Recently a reader of mine, Mary, sent me this question: 'Why do hair stylists hate at-home color so much? I get a complex when I go in for my haircut and she asks what I have put on my hair, only to see her disappointed face when I say [brand name X]...'
Well, Mary- great question! There are two main reasons stylists are weary of at-home color:
1- It's formulated TOO STRONG for most users- and causes unnecessary dryness
2- USER ERROR in application causes uneven pigment and over-pigmentation
Let's dive into the science a little here so you know exactly what I mean. Permanent hair color is made up of two parts: The Color and The Developer.
The color ranges in levels from 1-10, where 1 is black and 10 is pale blonde. There are also variations of tones within these levels such as cool ash, neutral, gold, and copper.
The developer (hydrogen peroxide) is the agent the transfers the color from the outside of your hair to the inside of your hair. It ranges in strength from 10-40 volume (or 3-10% for those outside of the US) 10 volume is the weakest strength and is used to change hair color by 1 shade, while 40 volume is the strongest and can change hair color up to 4 shades.
 Here is where we run in to a problem. Store bought color is designed to work for the MASSES- therefor it is formulated to be very strong (40 volume) whether you need that much power or not. So for the average person coloring their hair a shade or two darker, or just to cover a few grays- you are using 4X's the amount of hydrogen peroxide as you need! And as you can guess this results in unnecessary dryness and breakage. When you visit a salon, your hair is assessed by the stylist and your color is mixed to the strength needed to get the job done. This customization and expertise is what you are paying for, and the structural integrity of your hair remains intact.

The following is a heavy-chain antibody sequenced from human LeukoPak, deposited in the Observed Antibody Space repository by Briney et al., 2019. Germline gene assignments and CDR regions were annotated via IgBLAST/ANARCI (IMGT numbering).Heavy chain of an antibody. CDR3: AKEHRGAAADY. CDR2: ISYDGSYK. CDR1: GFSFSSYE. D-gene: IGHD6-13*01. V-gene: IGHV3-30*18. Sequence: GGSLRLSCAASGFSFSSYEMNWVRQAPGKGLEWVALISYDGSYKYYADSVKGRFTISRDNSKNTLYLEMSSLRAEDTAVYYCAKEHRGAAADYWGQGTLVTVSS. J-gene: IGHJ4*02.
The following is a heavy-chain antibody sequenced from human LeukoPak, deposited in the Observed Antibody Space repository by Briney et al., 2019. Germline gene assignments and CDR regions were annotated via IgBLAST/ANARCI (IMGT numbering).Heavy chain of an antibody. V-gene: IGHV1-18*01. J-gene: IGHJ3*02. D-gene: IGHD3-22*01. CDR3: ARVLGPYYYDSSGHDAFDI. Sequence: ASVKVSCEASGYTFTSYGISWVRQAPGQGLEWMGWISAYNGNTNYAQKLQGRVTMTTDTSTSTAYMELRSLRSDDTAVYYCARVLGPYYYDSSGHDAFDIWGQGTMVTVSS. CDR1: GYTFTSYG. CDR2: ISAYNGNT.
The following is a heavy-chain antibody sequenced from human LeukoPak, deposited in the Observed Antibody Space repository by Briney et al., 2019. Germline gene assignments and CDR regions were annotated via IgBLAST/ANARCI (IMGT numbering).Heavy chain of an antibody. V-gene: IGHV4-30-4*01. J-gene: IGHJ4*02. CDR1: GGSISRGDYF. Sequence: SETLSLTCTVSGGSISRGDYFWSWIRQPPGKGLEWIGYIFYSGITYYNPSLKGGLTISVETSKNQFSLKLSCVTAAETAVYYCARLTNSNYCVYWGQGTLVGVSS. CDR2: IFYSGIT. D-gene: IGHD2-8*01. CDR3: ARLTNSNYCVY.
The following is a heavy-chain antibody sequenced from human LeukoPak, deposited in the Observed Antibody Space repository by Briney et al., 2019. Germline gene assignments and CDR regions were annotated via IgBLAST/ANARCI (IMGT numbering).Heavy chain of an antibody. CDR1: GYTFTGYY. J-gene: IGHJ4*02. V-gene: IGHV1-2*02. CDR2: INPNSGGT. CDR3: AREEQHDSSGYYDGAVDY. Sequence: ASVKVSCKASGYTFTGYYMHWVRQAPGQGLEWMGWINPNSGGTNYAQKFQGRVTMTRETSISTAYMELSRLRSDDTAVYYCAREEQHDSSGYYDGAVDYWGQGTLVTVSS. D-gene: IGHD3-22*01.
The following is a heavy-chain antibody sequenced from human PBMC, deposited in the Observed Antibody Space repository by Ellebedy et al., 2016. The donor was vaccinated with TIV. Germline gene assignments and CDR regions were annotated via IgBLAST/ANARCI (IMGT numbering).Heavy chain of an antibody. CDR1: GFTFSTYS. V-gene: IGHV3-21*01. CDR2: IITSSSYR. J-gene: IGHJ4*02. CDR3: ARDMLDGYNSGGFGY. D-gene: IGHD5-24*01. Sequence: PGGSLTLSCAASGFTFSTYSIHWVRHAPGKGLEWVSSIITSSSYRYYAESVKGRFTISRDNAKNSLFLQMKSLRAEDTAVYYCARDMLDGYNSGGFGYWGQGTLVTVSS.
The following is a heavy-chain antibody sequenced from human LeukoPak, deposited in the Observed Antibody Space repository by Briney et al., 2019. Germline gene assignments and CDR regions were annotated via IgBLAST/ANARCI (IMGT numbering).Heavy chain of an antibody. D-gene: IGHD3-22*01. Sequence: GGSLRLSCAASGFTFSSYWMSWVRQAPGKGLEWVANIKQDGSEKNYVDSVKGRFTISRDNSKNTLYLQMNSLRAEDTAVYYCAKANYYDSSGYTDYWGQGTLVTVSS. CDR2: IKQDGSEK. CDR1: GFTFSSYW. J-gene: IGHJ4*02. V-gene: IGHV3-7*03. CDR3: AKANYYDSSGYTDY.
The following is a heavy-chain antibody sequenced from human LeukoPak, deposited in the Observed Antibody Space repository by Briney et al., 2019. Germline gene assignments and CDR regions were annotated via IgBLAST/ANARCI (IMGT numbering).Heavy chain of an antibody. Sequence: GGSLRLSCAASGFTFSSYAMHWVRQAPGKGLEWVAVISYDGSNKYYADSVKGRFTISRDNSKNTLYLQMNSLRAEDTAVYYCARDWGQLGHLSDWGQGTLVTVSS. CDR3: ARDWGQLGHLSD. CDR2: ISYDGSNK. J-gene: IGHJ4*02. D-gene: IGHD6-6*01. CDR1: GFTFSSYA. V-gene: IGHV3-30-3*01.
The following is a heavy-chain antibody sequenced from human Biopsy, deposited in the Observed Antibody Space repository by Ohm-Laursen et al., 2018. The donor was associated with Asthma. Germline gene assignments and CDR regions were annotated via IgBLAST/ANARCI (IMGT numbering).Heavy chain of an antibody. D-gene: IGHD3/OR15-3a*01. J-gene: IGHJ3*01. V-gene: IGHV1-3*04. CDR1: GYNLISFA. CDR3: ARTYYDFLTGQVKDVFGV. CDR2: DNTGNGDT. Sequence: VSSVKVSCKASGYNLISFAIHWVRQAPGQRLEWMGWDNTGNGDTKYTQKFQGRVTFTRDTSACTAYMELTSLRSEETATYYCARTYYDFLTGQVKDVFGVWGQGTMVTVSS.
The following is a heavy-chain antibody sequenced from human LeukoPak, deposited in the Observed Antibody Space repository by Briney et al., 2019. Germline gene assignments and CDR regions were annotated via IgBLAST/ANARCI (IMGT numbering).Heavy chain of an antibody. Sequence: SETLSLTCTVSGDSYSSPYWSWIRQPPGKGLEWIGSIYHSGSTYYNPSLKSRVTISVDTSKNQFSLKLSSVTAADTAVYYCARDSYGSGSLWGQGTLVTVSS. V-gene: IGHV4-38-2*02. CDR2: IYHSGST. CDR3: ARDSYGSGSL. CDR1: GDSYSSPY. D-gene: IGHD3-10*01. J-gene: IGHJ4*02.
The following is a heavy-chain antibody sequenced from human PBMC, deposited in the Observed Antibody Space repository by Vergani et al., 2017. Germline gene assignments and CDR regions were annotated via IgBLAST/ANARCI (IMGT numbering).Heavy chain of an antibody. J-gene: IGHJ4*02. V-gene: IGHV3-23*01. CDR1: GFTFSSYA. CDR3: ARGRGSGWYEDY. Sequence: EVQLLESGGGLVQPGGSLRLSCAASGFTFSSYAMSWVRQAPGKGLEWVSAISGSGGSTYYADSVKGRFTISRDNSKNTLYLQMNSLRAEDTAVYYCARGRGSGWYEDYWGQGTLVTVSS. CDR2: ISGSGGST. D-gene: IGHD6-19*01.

Often at home color-users apply their color to the entire head of hair EVERY time they color. Layering artificial color pigment over-and-over itself again is completely unnecessary and causes over-pigmentation. Over pigmentation happens when there is too much color in the hair and it becomes opaque. Light cannot reflect off of the hair or shine through hair- the result is lack luster and dull locks. Another user error happens when color isn't applied evenly. It is easy to color the hair that is visible in the mirror, but areas in the back of the head are often splotchy or missed all together. When a stylist is faced with this type of color job, it will take multiple formulations and several hours to cover and correct the unevenness.
If you simply cannot afford to visit the salon? Follow these rules to get better results when coloring your own hair at home:
-Pick a box color that is only 2 shades lighter or darker than your natural color. Trying to a make change bigger than that is risky and not recommended.
-Apply your color only on the new growth for touch ups. Recoloring the entire head of hair will cause dullness and drying. If the color has faded beyond the new growth- apply the color to the lengths of the hair during the last 5 minutes of processing only.
-Rinse with cool water to add shine and keep color from fading in between color jobs.
-Condition with a healing mask every other week to keep hair soft and pliable.
-Use a buddy to help you apply the color evenly especially in the back of your head.
So there you have it- I hope this answered some of your questions about at-home color.
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